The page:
The Persistence of Amnesties in World Politics: Adopting and Resisting Anti-Impunity Norms in Peace Agreements

Stream: Panel 36 - International Relations: From Words to Deeds in Global Governance? 
Date: Tuesday, 27 September 2016
Time: 2.00 pm – 3.30 pm

Abstract

Despite increasing acceptance of global norms against impunity for human rights violations and the United Nations’ 1999 prohibition on the use of amnesties as bargaining tools in peace negotiations, amnesties remain a persistent feature of peace agreements and peace processes. Drawing on agentic constructivist accounts of norm diffusion, this paper argues that although moral entrepreneurs have played a significant role in generating new anti-impunity norms and, in some key instances encouraging their initial uptake, their ability to bring about deep and lasting normative change during peace processes has been limited. The result has been the emergence of a significant disjuncture between articulated normative commitments and actual practice concerning the use of amnesties for human rights violations during peace processes. This paper argues that underpinning this disconnect between words and deeds is a fundamental disagreement over the theorized relationship between amnesties, peace and justice. It demonstrates that underpinning the persistence of amnesties for human rights violations and resistance to anti-impunity norms is the abiding belief that in some contexts, amnesties remain the necessary price to pay for peace. That is, it argues that as long as amnesties remain conceived as a means of achieving peace, acceptance of the UN’s anti-amnesty norm will remain superficial.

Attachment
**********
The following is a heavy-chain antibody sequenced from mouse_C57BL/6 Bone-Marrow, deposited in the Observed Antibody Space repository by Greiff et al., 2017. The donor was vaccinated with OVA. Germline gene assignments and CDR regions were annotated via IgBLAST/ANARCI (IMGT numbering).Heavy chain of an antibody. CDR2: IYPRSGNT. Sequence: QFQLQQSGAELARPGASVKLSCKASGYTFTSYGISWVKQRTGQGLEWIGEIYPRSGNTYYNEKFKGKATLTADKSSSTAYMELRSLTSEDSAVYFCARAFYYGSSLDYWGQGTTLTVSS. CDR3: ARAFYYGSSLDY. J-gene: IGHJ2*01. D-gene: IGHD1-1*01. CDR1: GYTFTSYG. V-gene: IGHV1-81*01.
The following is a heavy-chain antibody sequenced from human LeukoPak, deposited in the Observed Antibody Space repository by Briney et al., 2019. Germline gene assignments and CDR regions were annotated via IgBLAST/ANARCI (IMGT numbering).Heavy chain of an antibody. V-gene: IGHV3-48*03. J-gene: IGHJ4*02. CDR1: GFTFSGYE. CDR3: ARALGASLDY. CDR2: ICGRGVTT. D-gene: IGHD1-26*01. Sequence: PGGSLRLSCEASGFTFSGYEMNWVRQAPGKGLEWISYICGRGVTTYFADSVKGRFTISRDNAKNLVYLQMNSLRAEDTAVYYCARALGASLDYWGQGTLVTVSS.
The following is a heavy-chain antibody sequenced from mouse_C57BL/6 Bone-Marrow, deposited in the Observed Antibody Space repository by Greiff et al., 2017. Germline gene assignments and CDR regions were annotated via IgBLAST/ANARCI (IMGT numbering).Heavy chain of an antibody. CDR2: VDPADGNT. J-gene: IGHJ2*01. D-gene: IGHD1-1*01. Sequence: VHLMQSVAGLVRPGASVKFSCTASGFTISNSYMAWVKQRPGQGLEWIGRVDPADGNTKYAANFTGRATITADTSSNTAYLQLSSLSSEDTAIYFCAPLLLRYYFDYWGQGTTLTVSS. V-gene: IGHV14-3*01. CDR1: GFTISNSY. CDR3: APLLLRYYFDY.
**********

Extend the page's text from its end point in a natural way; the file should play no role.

Author

Renée Jeffery (Presenter), Griffith University
Renée Jeffery is a Professor at the School of Government and International Relations at Griffith University.